Inclusion of measures of other factors that may influence modified cerebral Functional System Score, such as pain, and sleep quality and insomnia, were noted for future research.
Sarah A. Morrow, MD, FRCPC, MS
The accuracy of the Expanded Disability Status Score (EDSS) may be increased when cognitive changes during relapse activity are factored in from the Symbol Digit Modalities Test (SDMT) and the Fatigue Severity Score (FSS), according to results from a prospective study.
Lead author Sarah A. Morrow, MD, FRCPC, MS, professor of neurology, Western University, and colleagues incorporated the SDMT into the cerebral Functional System Score (CFSS) of the EDSS in a cohort of 592 persons with multiple sclerosis (MS). The main outcomes were a modified CFSS (m-CFSS) and modified EDSS (m-EDSS), incorporating SDMT and FSS in each patient and accounting for cognitive performance and fatigue rating during relapse.
They found that the m-CFSS was significantly higher than CFSS at baseline (median, 2 vs median, 0; P <.001) and relapse (median, 2 vs median, 1; P <.001). Additionally, the m-EDSS was higher than EDSS (median, 3.0 vs median, 2.5; P = .02) at relapse, including 35 patients (43.8%) in the relapse group (RG) who had higher m-EDSS than EDSS at relapse.
Morrow et al noted, “It is hoped that these findings will lead to further improvement in the clinical detection of relapses and cognitive change over time which can improve our ability to treat and support our MS patients.”
Among the full cohort, 80 persons with MS qualified for RG and 72 were matched to the stable group (SG). Participants from both groups underwent the same evaluation at relapse and 3 months later in an effort to improve the accuracy of EDSS and detecting cognitive changes.
In total, 40% of relapsing subjects had higher scores on the m-CFSS than the CFSS at the relapse timepoint due to the incorporation of the SDMT scores. Furthermore, 21.3% of relapsing subjects saw increases in scores because of FSS scores, and 6.3% because of both SDMT and FSS contributions.
At relapse, 32.5% of the cohort did not report higher m-CFSS than CFSS. From baseline to relapse, there was no significant longitudinal change in CFSS (P >.05). However, there was a significant increase in m-CFSS from baseline to relapse (P = .014). A closer examination showed 10 more subjects who increased from baseline to relapse assessments on m-CFSS (n = 27; 33.8%) than on CFSS (n = 17; 21.3%).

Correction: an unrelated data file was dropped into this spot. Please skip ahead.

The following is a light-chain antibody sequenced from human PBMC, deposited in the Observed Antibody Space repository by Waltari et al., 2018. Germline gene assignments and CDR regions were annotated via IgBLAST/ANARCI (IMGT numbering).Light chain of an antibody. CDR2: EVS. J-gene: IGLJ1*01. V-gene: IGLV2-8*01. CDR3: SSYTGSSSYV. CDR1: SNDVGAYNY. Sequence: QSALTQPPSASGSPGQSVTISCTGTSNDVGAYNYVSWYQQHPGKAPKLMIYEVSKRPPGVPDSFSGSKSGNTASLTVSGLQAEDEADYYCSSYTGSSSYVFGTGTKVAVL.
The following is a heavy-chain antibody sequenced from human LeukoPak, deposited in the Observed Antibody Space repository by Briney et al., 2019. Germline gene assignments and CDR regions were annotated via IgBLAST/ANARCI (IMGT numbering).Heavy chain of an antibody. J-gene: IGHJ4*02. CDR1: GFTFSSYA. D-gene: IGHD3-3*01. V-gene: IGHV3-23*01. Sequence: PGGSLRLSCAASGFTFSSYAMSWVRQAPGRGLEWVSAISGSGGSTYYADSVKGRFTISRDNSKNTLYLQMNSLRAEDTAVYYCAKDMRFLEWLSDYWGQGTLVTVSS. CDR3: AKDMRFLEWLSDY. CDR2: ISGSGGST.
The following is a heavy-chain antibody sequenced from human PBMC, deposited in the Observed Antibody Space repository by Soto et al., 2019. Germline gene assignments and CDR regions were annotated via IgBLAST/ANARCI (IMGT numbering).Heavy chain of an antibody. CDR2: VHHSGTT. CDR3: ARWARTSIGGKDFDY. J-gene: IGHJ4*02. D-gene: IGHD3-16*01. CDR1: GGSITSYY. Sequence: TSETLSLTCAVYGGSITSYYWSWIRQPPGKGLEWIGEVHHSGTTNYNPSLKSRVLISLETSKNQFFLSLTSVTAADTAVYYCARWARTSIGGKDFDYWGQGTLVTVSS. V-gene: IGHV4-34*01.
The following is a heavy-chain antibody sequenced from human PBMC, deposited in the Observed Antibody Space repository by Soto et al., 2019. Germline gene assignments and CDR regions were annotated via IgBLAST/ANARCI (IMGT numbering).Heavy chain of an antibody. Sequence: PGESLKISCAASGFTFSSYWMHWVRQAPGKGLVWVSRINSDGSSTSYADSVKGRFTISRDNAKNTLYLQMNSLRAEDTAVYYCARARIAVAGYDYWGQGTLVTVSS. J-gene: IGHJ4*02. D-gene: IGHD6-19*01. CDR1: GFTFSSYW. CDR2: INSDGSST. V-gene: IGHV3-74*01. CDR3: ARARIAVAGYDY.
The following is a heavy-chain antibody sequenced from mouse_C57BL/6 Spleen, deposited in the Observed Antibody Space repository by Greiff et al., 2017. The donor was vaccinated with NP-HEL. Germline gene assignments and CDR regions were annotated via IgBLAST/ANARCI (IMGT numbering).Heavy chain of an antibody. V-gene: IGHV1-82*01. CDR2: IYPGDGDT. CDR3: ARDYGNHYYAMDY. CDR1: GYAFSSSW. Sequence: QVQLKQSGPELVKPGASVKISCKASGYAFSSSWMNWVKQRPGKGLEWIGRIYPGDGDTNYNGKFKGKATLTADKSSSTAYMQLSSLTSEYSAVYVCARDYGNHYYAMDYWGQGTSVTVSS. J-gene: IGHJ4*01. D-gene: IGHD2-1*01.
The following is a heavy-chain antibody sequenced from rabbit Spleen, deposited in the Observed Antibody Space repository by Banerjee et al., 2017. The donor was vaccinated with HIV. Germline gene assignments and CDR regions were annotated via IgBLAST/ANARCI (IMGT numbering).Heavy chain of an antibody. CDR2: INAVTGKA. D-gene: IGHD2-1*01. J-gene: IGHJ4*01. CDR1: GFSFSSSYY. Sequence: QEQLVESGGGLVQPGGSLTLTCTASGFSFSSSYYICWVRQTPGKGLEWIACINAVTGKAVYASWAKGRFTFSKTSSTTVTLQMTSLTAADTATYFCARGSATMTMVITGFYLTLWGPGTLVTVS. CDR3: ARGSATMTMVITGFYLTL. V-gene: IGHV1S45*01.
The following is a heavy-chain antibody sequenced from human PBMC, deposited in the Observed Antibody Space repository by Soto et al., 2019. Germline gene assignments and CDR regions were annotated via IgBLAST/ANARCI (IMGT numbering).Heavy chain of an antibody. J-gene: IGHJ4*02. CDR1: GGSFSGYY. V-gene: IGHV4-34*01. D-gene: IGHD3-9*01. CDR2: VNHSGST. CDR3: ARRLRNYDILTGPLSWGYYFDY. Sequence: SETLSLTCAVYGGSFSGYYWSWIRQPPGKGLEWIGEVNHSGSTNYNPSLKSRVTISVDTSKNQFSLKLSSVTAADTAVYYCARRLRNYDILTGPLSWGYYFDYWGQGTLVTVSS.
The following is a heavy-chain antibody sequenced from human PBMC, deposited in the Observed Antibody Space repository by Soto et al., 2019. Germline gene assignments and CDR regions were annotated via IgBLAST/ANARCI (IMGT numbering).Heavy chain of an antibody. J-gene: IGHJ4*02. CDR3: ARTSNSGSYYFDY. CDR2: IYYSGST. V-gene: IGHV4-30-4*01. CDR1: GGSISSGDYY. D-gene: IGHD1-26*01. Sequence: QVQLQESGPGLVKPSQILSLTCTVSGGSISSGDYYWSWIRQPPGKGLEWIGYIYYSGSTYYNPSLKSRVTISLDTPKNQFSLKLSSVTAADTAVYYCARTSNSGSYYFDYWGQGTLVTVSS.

T2 lesion volume (T2LV), determined on the T2-FLAIR sequence, correlated significantly with the m-CFSS (r = 0.532; P <.001) but not with the CFSS (r = 0.200; P >.05) at the relapse timepoint.
Investigators found no correlation between the gadolinium enhancing (Gd+) lesion volume at relapse between m-CFSS (r = 0.08; P = .53) or CFSS (r = –0.16; P = .20). Despite being non-significant, the was a trend in the difference of the mean Gd+ lesion volume in those who had an increase in m-CFSS only compared to the rest of the subjects (m-CFSS increase only group, 0.420 mL [standard deviation (SD), 0.509]; remaining subjects, 0.226 mL [SD, 0.431]; t = 1.8062; df = 22.226; P = .08).
A sub-analysis that examined employment revealed that scores on the m-CFSS were significantly associated with employment status at baseline (employed vs unemployed estimate, –1.09; P <.001).
"A future project could examine the sensitivity and specificity of the EDSS versus the m-EDSS in identifying relapses in persons with MS, as well as the utility of including the SDMT in the m-EDSS to aid in detecting progressive cognitive changes independent of relapse activity,” Morrow et al concluded.